Accounting26th ch 10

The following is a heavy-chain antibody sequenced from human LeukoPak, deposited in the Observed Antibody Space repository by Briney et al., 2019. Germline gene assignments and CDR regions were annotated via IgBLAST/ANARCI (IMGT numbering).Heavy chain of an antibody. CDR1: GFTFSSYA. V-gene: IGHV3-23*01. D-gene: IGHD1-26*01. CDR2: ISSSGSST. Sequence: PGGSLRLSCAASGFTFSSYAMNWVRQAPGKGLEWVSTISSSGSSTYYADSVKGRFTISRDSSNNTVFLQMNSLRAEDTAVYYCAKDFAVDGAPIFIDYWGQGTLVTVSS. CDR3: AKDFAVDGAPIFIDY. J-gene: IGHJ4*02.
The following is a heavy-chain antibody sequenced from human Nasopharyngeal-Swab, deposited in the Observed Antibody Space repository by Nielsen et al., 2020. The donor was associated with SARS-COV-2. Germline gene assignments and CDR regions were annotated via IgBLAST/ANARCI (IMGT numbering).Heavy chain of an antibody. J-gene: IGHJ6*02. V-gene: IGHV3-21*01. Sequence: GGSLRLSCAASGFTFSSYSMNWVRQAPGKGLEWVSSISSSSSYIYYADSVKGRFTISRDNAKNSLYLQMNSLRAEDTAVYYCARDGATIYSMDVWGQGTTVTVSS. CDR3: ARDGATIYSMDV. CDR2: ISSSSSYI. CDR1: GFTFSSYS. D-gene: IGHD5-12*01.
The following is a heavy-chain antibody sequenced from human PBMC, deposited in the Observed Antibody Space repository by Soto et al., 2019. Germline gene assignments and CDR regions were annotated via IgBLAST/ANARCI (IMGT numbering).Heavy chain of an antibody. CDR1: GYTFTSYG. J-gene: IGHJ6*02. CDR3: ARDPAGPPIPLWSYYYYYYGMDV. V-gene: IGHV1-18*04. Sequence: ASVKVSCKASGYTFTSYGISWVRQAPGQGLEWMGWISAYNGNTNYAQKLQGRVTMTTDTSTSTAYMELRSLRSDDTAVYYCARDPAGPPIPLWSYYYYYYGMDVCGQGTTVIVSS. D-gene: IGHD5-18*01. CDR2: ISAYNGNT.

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KẾ TOÁN 26E giúp nâng cao tư duy của học sinh với nội dung giải quyết từng giai đoạn của quá trình học tập từ động lực đến thành thạo. Hệ thống tích hợp này thúc đẩy sinh viên học tập, cung cấp các cơ hội thực hành để chuẩn bị tốt hơn cho các kỳ thi và giúp sinh viên đạt được thành thạo với các công cụ để giúp họ tạo kết nối và nhìn thấy bức tranh lớn. Hệ thống học tập hoàn chỉnh được xây dựng xung quanh cách sinh viên sử dụng sách giáo khoa và tài nguyên trực tuyến để học, nghiên cứu và hoàn thành bài tập về nhà, cho phép họ đạt được thành công cuối cùng trong khóa học này. Nội dung mới bao gồm Triển lãm động do tác giả viết cho phép sinh viên thấy các kết nối và mối quan hệ hơn bao giờ hết Triển lãm động cho phép sinh viên thay đổi các biến trong một kịch bản và xem cách thay đổi gợn qua hệ thống kế toán, giúp sinh viên hiểu các khái niệm liên quan đến nhau như thế nào. Ngoài nhiều tài sản kỹ thuật số mới được tạo cho phiên bản này, nội dung sách giáo khoa cũng đã được sửa đổi để bao gồm tiêu chuẩn ghi nhận doanh thu mới và nhấn mạnh hơn vào các công ty dịch vụ trong các chương kế toán quản lý. CHAPTER Fixed Assets and Intangible Assets Warren Reeve Duchac ©2016 human/iStock/360/Getty Images Accounting 26e Nature of Fixed Assets • Fixed assets are long-term or relatively permanent • • assets such as equipment, machinery, buildings, and land Other descriptive titles for plant assets or property, plant, and equipment Fixed assets have the following characteristics: o o o They exist physically and, thus, are tangible assets They are owned and used by the company in its normal operations They are not offered by sale as part of normal operations Classifying Costs • A cost that has been incurred may be classified as a • • fixed asset, an investment, or an expense Items that are classified and recorded as fixed assets include land, buildings, or equipment Such assets normally last more than a year and are used in the normal operations Investments are long-lived assets that are not used in the normal operations and are held for future resale Such assets are reported on the balance sheet in a section entitled Investments The Cost of Fixed Assets • Only costs necessary for preparing the fixed asset for • use are included as a cost of the asset Unnecessary costs that not increase the asset’s usefulness are recorded as an expense These include the following: o o o o o Vandalism Mistakes in installation Uninsured theft Damage during unpacking and installing Fines for not obtaining proper permits from governmental agencies Capital and Revenue Expenditures • Costs that benefit only the current period, such as • ordinary maintenance and repairs, are called revenue expenditures and are recorded as increases to Repairs and Maintenance Expense Costs that improve the asset or extend its useful life, such as improvements or extraordinary repairs, are called capital expenditures and are recorded as increases to the fixed asset account Extraordinary Repairs • • • Costs related to extraordinary repairs are capital expenditures and are recorded as a decrease in an accumulated depreciation account For example, the engine of a forklift that is near the end of its useful life may be overhauled at a cost of $4,500, extending its useful life by eight years The expenditure is recorded as follows: Because the forklift’s remaining useful life has changed, depreciation for the forklift will also change based on the new book value of the forklift Leasing Fixed Assets • • A lease is a contract for the use of an asset for a period of time The two parties to a lease contract are as follows: o o • The lessor is the party who owns the asset The lessee is the party to whom the rights to use the asset are granted by the lessor Leasing an asset has the following advantages: o o o The lessee has access to an asset without having to spend funds or obtain financing to buy the asset Expenses such as repair and maintenance may be the responsibility of the lessor The risk of incurring additional cost because the asset may become obsolete before the end of its useful life can be mitigated Depreciation • Over time, fixed assets, with the exception of land, • • • lose their ability to provide services Thus, the costs of fixed assets such as equipment and buildings should be recorded as an expense over their useful lives This periodic recording of the cost of fixed assets as an expense is called depreciation Because land has an unlimited life, it is not depreciated Accounting for Depreciation • The adjusting entry to record depreciation debits • • Depreciation Expense and credits a contra asset account entitled Accumulated Depreciation or Allowance for Depreciation The use of a contra asset account allows the original cost to remain unchanged in the fixed asset account Depreciation can be caused by physical or functional factors o o Physical depreciation factors such as wear and tear Functional depreciation factors such as obsolescence Factors in Computing Depreciation Expense (slide of 2) • Three factors determine the depreciation expense for a fixed asset These three factors are as follows: o o The asset’s initial cost The asset’s expected useful life  Estimated at the time the asset is placed into service; available from industry trade associations o The asset’s estimated residual value  The residual value of a fixed asset at the end of its useful life is also estimated at the time the asset is placed into service Residual value is sometimes referred to as scrap value, salvage value, or trade-in value Discarding Fixed Assets • If a fixed asset is no longer used and has no residual • value, it is discarded The entry to record the disposal of a fixed asset removes the cost of the asset and its accumulated depreciation from the accounts o A loss is recorded if the balance of the accumulated depreciation account is less than the balance in the fixed asset account These losses are reported on the income statement • If an asset has not been fully depreciated, depreciation should be recorded before removing the asset from the accounting records Selling Fixed Assets • The entry to record the sale of a fixed asset is similar • • to the entry for discarding an asset The only difference is that the receipt of cash is also recorded If the selling price is more than the book value of the asset, a gain is recorded If the selling price is less than the book value, a loss is recorded Natural Resources (slide of 2) • The fixed assets of some companies include timber, • • metal ores, minerals, or other natural resources As these resources are harvested or mined and then sold, a portion of their cost is debited to an expense account This process of transferring the cost of natural resources to an expense account is called depletion Natural Resources (slide of 2) • Depletion is determined as follows: o o Step Determine the depletion rate as follows: Step Multiply the depletion rate by the quantity extracted from the resource during the period • The adjusting entry to record depletion debits depletion expense and credits accumulated depletion Intangible Assets • • Patents, copyrights, trademarks, and goodwill are long-lived assets that are used in the operations of a business and are not held for sale These assets are called intangible assets because they not exist physically The accounting for intangible assets is similar to that for fixed assets The major issues are: o o • Determining the initial cost Determining the amortization, which is the amount of cost to transfer to expense Amortization results from the passage of time or a decline in the usefulness of the intangible asset Patents (slide of 2) • Manufacturers may acquire exclusive rights to • • • • produce and sell goods with one or more unique features Such rights are granted by patents, which the federal government issues to inventors These rights continue in effect for 20 years A business may purchase patent rights from others However, if a company develops its own patent through research and development, the costs are usually recorded as current operating expenses in the period in which they are incurred Patents (slide of 2) • The initial cost of a purchased patent, including any • • legal fees, is debited to an asset account This cost is written off, or amortized over the years of the patent’s expected useful life Patent amortization is normally computed using the straight-line method The amortization is recorded by debiting an amortization expense account and crediting the patents account A separate contra asset account is usually not used for intangible assets Copyrights and Trademarks (slide of 2) • The exclusive right to publish and sell a literary, • • • artistic, or musical composition is granted by a copyright Copyrights are issued by the federal government and extend for 70 years beyond the author’s death The costs of a copyright include all costs of creating the work plus any other costs of obtaining the copyright A copyright that is purchased is recorded at the price paid for it Copyrights are amortized over their estimated useful lives Copyrights and Trademarks (slide of 2) • A trademark is a name, term, or symbol used to identify a business and its products o Most businesses identify their trademarks with ® in their advertisements and on their products • Trademarks can be registered for 10 years and • • renewed for 10-year periods thereafter The legal costs of registering a trademark are recorded as an asset If a trademark is purchased from another business, its cost is recorded as an asset and reviewed periodically for impaired value (at which point a loss would be recorded) Goodwill • Goodwill refers to an intangible asset of a business • that is created from such favorable factors as location, product quality, reputation, and managerial skill Generally accepted accounting principles (GAAP) allow goodwill to be recorded only if it is objectively determined by a transaction (An example is the purchase of a business at a price in excess of the fair value of its net assets (assets – liabilities).) The excess is recorded as goodwill and reported as an intangible asset Financial Reporting for Fixed Assets and Intangible Assets (slide of 2) • • • • In the income statement, depreciation and amortization expense should be reported separately or disclosed in a note A description of the methods used in computing depreciation should also be reported In the balance sheet, each class of fixed assets should be disclosed on the face of the statement or in the notes The related accumulated depreciation should also be disclosed, either by class or in total Financial Reporting for Fixed Assets and Intangible Assets (slide of 2) • • • • • The fixed assets may be shown at their book value (cost less accumulated depreciation) If there are many classes of fixed assets, a single amount may be presented in the balance sheet, supported by a note with a separate listing Fixed assets may be reported under the more descriptive caption of property, plant, and equipment Intangible assets are usually reported in the balance in a separate section following fixed assets The balance of each class of intangible assets should be disclosed net of any amortization Financial Analysis and Interpretation: Fixed Asset Turnover Ratio • A measure of a company’s efficiency in using its fixed • assets to generate revenue is the fixed asset turnover ratio The fixed asset turnover ratio measures the number of dollars of sales earned per dollar of fixed assets The fixed asset turnover ratio is computed as follows: Sales Fixed Asset Turnover Ratio = Average Book Value of Fixed Assets o The higher the fixed asset turnover, the more efficiently a company is using its fixed assets in generating sales Appendix: Exchanging Similar Fixed Assets (slide of 2) • Old equipment is often traded for new equipment • having a similar use In such cases, the seller allows the buyer an amount for the old equipment traded in This amount, called the trade-in allowance, may be greater than or less than the book value of the old equipment The remaining balance—the amount owed—is either paid in cash or recorded as a liability It is normally called boot, which is its tax name Appendix: Exchanging Similar Fixed Assets (slide of 2) • Accounting for the exchange of similar assets depends on whether the transaction has commercial substance o An exchange has commercial substance if future cash flows change as a result of the exchange • If an exchange of similar assets has commercial substance, a gain or loss is recognized o In such cases, the exchange is accounted for similar to that of a sale of a fixed asset ... permanent • • assets such as equipment, machinery, buildings, and land Other descriptive titles for plant assets or property, plant, and equipment Fixed assets have the following characteristics: o... unchanged in the fixed asset account Depreciation can be caused by physical or functional factors o o Physical depreciation factors such as wear and tear Functional depreciation factors such... more unique features Such rights are granted by patents, which the federal government issues to inventors These rights continue in effect for 20 years A business may purchase patent rights from